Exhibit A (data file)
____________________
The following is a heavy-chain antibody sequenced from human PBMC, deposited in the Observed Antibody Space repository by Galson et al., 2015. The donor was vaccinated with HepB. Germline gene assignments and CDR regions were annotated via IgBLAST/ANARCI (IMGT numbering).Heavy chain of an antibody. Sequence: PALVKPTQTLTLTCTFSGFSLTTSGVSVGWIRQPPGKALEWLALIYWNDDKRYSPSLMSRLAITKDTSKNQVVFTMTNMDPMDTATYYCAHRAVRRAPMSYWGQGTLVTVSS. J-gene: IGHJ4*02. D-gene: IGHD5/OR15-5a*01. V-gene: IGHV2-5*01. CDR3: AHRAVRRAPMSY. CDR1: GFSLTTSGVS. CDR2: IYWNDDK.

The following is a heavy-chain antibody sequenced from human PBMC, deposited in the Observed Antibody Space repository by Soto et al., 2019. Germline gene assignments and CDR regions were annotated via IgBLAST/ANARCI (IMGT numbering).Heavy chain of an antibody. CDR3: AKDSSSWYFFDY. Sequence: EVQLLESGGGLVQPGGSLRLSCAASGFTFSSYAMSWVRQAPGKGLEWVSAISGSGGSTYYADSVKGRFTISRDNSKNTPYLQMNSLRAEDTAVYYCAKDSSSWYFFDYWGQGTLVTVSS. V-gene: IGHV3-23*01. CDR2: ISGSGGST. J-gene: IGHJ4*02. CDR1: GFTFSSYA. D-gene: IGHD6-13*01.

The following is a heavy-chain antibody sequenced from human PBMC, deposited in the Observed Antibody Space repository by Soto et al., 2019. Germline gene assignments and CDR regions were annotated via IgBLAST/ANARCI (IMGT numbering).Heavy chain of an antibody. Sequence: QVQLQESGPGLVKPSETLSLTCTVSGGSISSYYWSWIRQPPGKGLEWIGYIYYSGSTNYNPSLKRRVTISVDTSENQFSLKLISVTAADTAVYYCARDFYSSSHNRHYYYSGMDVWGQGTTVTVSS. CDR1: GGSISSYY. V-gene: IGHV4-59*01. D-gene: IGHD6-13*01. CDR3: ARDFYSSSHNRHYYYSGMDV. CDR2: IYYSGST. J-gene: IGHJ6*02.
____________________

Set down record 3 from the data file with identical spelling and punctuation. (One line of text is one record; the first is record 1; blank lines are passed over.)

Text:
The following is a heavy-chain antibody sequenced from human PBMC, deposited in the Observed Antibody Space repository by Soto et al., 2019. Germline gene assignments and CDR regions were annotated via IgBLAST/ANARCI (IMGT numbering).Heavy chain of an antibody. Sequence: QVQLQESGPGLVKPSETLSLTCTVSGGSISSYYWSWIRQPPGKGLEWIGYIYYSGSTNYNPSLKRRVTISVDTSENQFSLKLISVTAADTAVYYCARDFYSSSHNRHYYYSGMDVWGQGTTVTVSS. CDR1: GGSISSYY. V-gene: IGHV4-59*01. D-gene: IGHD6-13*01. CDR3: ARDFYSSSHNRHYYYSGMDV. CDR2: IYYSGST. J-gene: IGHJ6*02.